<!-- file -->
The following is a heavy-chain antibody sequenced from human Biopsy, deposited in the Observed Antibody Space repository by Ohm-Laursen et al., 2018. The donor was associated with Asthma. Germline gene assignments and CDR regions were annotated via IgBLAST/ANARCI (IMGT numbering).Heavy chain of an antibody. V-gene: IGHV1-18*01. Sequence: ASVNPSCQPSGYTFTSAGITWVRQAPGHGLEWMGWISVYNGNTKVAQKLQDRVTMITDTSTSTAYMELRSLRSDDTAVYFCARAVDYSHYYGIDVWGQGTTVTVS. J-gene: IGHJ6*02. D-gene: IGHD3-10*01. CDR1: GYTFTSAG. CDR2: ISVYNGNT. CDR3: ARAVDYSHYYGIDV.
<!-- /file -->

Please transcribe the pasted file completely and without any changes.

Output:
The following is a heavy-chain antibody sequenced from human Biopsy, deposited in the Observed Antibody Space repository by Ohm-Laursen et al., 2018. The donor was associated with Asthma. Germline gene assignments and CDR regions were annotated via IgBLAST/ANARCI (IMGT numbering).Heavy chain of an antibody. V-gene: IGHV1-18*01. Sequence: ASVNPSCQPSGYTFTSAGITWVRQAPGHGLEWMGWISVYNGNTKVAQKLQDRVTMITDTSTSTAYMELRSLRSDDTAVYFCARAVDYSHYYGIDVWGQGTTVTVS. J-gene: IGHJ6*02. D-gene: IGHD3-10*01. CDR1: GYTFTSAG. CDR2: ISVYNGNT. CDR3: ARAVDYSHYYGIDV.